In our next ‘In Conversation with…’ articles, we hear from Lisa Handy & Jan Forshaw, our Curriculum CPD PSHE leads. Here they collectively share their thoughts, observations and tips on their passion, PSHE

What drives you to keep going and advocate PSHE education?

We’re driven by a need to ensure that children have access to the right information at the right time. It’s been brilliant that about 80% of PSHE has been made statutory and has been for the last 3 years, but it’s still early days in the whole scheme of things and there remain some areas, such as Relationships, Sex and Health Education (RSHE) that need working on to ensure teachers are well supported to feel skilled and confident to teach the subject, and to ensure the voices of children and young people are being heard – and that this is informing our curriculum offer.


What are some of the key issues you think we are currently facing in PSHE?

A lack of confidence in teachers and schools to make the best decisions for the pupils they teach in RSE. There’s a lot of scaremongering happening in the media at the moment; RSHE has become very politicised, yet the majority of schools are doing a fantastic job and the vast majority of parents and carers trust that their child’s school is doing the right thing. A recent research report carried out by Durham University found that 91% of parents had never felt the need to contact their child’s school about RSE.


In your experience, what are the challenges faced by teachers with PSHE?

Tackling the misinformation that is out there, which in turn leads to lots of time spent meeting with parents to allay their fears about what is being taught – and when – to their child. This is increasing teacher workload and having a negative effect on teachers’ confidence in delivering the subject. This can have a detrimental impact on schools and lead to them choosing not to teach subjects such as sex education, even though the Department of Education strongly recommends primary schools do. In turn, this leads to children losing out and not getting the information they need and want at a timely point – for example, not preparing them for life in secondary school.


What would be your three Top Tips?

  1.    Know your pupils and ensure your PSHE (including RSHE) content stays relevant to their lived experiences and backgrounds.
  2.    Strive to ensure PSHE is a whole-school and indeed whole-community approach. Learning key skills in the classroom and then not rewarding those behaviours when pupils display them in the wider school environment – such as the playground or the dining hall – can be a real missed opportunity to create a safe environment where all children feel they belong. Involving parents and carers regularly in understanding what’s being taught and why it’s important to teach it also helps to build trust across the wider school community.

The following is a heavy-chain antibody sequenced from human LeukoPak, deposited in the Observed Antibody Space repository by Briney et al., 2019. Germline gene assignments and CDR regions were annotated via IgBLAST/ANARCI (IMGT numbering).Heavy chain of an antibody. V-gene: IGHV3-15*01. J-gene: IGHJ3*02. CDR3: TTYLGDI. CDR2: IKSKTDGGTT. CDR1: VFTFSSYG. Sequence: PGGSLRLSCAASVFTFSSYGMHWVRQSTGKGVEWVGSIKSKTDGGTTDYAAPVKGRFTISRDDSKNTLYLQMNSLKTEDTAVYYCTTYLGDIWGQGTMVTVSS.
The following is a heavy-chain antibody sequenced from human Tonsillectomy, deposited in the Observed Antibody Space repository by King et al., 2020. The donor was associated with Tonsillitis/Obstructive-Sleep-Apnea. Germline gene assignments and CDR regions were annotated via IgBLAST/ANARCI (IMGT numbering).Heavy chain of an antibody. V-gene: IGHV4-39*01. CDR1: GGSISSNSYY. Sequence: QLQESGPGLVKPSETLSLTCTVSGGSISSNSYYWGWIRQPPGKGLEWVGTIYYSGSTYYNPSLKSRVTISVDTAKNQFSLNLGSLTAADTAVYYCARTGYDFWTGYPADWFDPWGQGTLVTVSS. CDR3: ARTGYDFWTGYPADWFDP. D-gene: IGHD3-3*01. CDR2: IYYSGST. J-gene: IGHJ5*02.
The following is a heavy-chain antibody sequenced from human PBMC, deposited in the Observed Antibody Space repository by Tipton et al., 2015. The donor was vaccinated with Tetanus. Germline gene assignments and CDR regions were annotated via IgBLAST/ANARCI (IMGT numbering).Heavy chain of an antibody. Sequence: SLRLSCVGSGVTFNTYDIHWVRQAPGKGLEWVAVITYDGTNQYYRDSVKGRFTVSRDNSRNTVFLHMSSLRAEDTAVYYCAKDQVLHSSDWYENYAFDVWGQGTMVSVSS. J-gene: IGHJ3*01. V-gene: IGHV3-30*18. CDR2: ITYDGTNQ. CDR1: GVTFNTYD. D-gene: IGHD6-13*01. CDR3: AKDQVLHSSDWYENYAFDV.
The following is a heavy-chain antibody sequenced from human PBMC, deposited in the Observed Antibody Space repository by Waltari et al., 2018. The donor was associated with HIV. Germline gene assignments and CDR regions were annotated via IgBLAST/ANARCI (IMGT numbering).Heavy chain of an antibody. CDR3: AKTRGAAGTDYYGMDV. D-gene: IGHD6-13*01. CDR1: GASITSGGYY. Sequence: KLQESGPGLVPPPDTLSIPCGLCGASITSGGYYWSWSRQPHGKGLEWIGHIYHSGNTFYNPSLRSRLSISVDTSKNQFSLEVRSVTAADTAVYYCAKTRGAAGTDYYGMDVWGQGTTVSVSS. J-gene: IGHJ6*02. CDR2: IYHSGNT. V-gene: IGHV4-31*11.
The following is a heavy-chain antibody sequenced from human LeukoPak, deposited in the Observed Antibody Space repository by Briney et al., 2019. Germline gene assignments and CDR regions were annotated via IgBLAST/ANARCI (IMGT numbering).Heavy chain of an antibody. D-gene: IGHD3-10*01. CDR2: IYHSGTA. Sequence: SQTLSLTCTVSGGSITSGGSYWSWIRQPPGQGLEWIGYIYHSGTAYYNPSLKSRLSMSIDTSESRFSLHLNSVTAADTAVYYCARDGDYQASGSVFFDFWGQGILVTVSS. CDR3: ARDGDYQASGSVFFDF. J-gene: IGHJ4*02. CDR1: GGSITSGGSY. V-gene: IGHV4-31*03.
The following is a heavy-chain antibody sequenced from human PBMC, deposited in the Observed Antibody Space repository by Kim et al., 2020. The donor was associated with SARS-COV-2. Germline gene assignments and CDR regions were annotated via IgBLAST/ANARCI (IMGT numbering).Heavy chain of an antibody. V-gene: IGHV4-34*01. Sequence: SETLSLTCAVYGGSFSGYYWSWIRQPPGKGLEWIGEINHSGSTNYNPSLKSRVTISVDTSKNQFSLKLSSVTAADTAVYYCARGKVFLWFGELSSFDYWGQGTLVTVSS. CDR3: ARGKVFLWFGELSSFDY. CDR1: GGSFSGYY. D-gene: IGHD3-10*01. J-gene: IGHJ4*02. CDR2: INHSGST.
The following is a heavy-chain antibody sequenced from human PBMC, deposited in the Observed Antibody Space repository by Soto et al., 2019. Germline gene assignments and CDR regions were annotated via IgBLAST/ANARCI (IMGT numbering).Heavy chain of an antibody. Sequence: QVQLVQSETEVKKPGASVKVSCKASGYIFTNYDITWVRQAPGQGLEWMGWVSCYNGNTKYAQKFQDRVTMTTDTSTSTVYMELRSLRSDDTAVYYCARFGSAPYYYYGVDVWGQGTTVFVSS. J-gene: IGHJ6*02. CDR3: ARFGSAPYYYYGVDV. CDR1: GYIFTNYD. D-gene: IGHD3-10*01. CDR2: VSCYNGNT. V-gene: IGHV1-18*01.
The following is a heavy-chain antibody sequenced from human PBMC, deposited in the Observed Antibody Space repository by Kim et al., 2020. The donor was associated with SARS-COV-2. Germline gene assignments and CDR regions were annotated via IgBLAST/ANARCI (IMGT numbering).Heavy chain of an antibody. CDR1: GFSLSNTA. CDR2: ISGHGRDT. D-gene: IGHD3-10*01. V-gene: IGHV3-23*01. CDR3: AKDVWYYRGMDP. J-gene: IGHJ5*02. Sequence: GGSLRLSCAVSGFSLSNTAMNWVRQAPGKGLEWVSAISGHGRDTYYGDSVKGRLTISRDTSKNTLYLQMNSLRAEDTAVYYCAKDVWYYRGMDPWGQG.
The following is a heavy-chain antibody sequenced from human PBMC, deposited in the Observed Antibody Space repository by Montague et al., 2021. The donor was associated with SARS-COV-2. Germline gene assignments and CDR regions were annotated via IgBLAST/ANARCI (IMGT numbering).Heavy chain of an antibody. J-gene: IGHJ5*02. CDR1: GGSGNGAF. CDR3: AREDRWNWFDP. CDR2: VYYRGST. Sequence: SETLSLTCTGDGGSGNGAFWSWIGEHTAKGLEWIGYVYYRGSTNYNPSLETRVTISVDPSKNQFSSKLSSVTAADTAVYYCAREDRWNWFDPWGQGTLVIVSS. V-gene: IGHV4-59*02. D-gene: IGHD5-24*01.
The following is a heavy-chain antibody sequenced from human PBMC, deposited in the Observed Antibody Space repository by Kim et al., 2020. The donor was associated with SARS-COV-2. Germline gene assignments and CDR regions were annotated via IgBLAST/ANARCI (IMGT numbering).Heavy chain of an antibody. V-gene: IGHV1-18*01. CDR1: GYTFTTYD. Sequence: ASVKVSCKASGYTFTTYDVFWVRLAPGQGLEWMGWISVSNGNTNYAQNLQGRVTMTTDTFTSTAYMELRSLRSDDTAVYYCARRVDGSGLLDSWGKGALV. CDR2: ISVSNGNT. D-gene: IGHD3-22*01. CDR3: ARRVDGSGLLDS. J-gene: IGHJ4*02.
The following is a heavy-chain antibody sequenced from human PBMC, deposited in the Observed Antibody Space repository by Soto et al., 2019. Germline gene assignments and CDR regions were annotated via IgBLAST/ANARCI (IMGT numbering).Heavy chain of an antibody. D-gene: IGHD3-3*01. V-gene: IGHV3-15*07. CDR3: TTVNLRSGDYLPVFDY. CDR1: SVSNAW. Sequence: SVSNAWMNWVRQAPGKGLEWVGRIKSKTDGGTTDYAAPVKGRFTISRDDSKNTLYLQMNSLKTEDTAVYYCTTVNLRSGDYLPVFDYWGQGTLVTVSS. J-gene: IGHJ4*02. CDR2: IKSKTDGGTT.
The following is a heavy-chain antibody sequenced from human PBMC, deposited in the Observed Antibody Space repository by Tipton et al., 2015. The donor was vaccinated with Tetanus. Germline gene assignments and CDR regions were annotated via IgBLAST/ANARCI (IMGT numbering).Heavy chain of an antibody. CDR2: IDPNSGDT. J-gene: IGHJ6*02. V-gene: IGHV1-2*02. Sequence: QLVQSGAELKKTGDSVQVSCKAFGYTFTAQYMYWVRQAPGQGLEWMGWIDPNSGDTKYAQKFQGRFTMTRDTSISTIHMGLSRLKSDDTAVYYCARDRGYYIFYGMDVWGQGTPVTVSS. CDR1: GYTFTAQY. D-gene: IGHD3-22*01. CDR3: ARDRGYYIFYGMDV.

3.    Stay connected to colleagues in similar roles. We regularly see teachers who are members of our SCARF Facebook forum generously giving their time to share their ideas – and doing so with genuinely kind, considered responses. This can be a real boost and support to teachers who’ve encountered a tricky situation.


If you could encourage all Primary school teachers to consistently do ONE thing in PSHE, what would it be?

When delivering PSHE, it’s really important we spend time creating a safe learning environment. It’s important for both staff and pupils to know what’s expected of them, where the boundaries are, and the importance of respecting those boundaries. It helps everyone to feel comfortable, knowing that pupils’ and teachers’ personal experiences aren’t relied upon when learning about issues that can feel sensitive to some. This gives children and young people the confidence to speak out and ask questions, without fear of being put down, laughed at, or belittled in any way.


Lisa & Jan both lead the Gateway Alliance Curriculum CPD – Personal Social Health & Economic education events with the most recent receiving fantastic feedback:

‘The session was excellent, so relevant and really helpful for me in my next stages of subject leadership and developing it more proactively.’

‘They provided us with various ideas that we could use with parents and thinking about the importance of using a shared voice towards curriculum development’.

‘The session was very informative with lots of different ways of engaging us.’


Lisa Handy is a highly experienced RSE Educator, Trainer and Consultant. With over 20 years’ experience within the primary and secondary RSE field, having previously worked for Brook, NHS, National Children’s Bureau and was previously a Sex Education Forum Coordinator. Lisa now leads teacher training courses as Coram Life Education‘s RSHE Training and Programme Manager enabling schools to implement high-quality provision for PSHE and meet Ofsted expectations.

Jan Forshaw MBE is the Head of Education for Coram Life Education and responsible for managing and developing the